We Often Forget About The Black Dancer

Dance is an art form meant to transcend music through movement. Many girls explore this activity at a young age and it helps improve performance skills while teaching the practice of self discipline. The dance world, however, does not provide many places for young Black dancers to feel comfortable in their own skin.

An art form rooted in eurocentrism, Black dancers are often subjected to insults, ostracism, and overall negative treatment from their instructors and peers. In a constantly evolving society, it’s important to address the dance world’s diversity issues in order to foster a safer environment for future Black performers.

Whether it’s ballet, modern or hip hop, the dancer’s body sits at the center of the performance. The traditional notion that a dancer must be slim places pressure on young girls to achieve and sustain this body type. Dancers become fixated on thicker parts of their bodies; their revealing leotards and tights magnifies this. This over-analysis leads to many dancers developing Body Dysmorphic Disorder, commonly known as body dysmorphia. An Ann Clin Psychiatry 2012 study assessed 19 Brazilian professional ballet dancers. Results from the study show that three had a lifetime diagnosis of anorexia nervosa and two had a current diagnosis of body dysmorphia. These results illustrate the harmful lengths dancers will go to in order to achieve the respected dancer’s body. For Black dancers, however, this issue runs deeper. 


Jordan Wynn, dancer and NYU Tisch graduate, dives into some of the harmful comments she received from teachers at her former dance school during her interview on The Court. Her teachers often commented on how her muscles contributed to her body’s lack of grace from as young as 11 years old. In this regard, she said: “A part of me wishes that there was more sensitivity to my identity.” Wynn’s body developed at a quicker pace, giving her more shape than the other dancers around her. Society often punishes Black girls for the way and the pace at which they develop. In schools, authoritative figures enforce dress codes more strictly on them and also tend to view them in an adult lens. Wynn felt the weight of this scrutiny and as the only Black girl, she felt that pain alone.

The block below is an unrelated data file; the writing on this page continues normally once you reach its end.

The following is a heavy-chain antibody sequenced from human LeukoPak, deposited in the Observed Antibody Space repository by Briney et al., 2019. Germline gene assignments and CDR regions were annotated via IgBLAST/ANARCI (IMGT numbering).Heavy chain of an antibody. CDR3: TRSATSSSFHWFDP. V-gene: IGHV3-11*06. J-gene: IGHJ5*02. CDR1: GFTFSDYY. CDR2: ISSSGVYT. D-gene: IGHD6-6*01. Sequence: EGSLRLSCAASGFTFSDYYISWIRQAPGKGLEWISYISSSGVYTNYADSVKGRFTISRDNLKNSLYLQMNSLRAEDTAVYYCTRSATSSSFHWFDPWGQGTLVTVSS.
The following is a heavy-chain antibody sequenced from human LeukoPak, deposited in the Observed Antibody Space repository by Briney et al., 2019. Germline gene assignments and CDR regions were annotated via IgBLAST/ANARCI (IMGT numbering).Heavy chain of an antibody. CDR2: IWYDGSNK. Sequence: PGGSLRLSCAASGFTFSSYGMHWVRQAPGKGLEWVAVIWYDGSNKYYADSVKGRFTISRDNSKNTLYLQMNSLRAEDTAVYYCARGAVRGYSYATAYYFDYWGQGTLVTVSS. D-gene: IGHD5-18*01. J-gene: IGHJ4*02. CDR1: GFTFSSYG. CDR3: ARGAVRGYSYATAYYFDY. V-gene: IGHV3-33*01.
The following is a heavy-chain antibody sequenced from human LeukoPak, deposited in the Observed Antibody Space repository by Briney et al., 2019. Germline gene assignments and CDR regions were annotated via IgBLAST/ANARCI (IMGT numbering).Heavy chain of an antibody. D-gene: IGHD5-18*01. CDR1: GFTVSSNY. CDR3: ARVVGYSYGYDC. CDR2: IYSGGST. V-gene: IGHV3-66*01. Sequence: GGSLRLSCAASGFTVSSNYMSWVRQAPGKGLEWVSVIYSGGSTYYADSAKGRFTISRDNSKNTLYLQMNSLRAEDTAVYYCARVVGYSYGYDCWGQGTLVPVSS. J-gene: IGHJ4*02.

Ballet sits as the staple dance form: training in this highly respected style helps a dancer master its difficult techniques in order to create an easier pathway to learning other dance styles. However, placing ballet at the top of the hierarchy leaves little room for other forms of dance to be regarded in this manner.

Former dancer Nadajah Williams feels that growing up on the East Coast of America kept her from learning dances with afrocentric roots. Williams attended a predominantly white dance school near her home on Long Island, NY, but experienced a dance culture shock when she attended North Carolina A&T State University (NCAT). She discovered majorette dancing and fell in love with the style, resulting in her joining NCAT’s majorette club. Majorette dancing is a style that originated in the South in the late 1960s. This form combines lyrical, West African, jazz, contemporary and hip hop in order to create routines to the rhythms of marching bands. This style comes with its own set of rules and techniques deemed just as difficult as the Eurocentric styles commonly known. Ballet and majorette dancing require the same focus, discipline and elegance; however, only one is seen as highly regarded world wide. 

Better education needs to fuel efforts towards promotin diversity; dance authoritative figures need to place more Black educators in their classrooms to properly correct the lack of inclusion. When young Black girls only see their white dance teachers in a world where there’s already a limit on Black role models, it discourages the desire to dance into their teenage and adult years. Black dance educators will fill the gap in role models, aid in introducing afrocentric dance styles and provide the confidence needed in young Black girls to continue dancing.

Tokenism also holds the dance world back from true inclusion. One Black dancer in a school, company, or production should not satisfy the lack of diversity. Only seeing a few Black dancers sends a false message that there’s limited room for them. Diversity is not a quota system, it promotes the inclusion of dancers with a multitude of shades, shapes and backgrounds. ABT RISE and School of American Ballet’s diversity initiative work to include more dancers of color in their schools.

Along with these programs, it’s important to show support to Black dance companies that provide safe spaces for their performers. Deeply Rooted Dance Theatre, Philadanco and the Alvin Ailey American Dance Theatre create atmospheres that allow Black dancers to be seen in the light they’ve always deserved. The more support given to inclusive dance environments, the safer Black dancers will feel taking their talents to extraordinary levels.


Credit main pic: Dean Barucija

Written by Chinenye Onyeike

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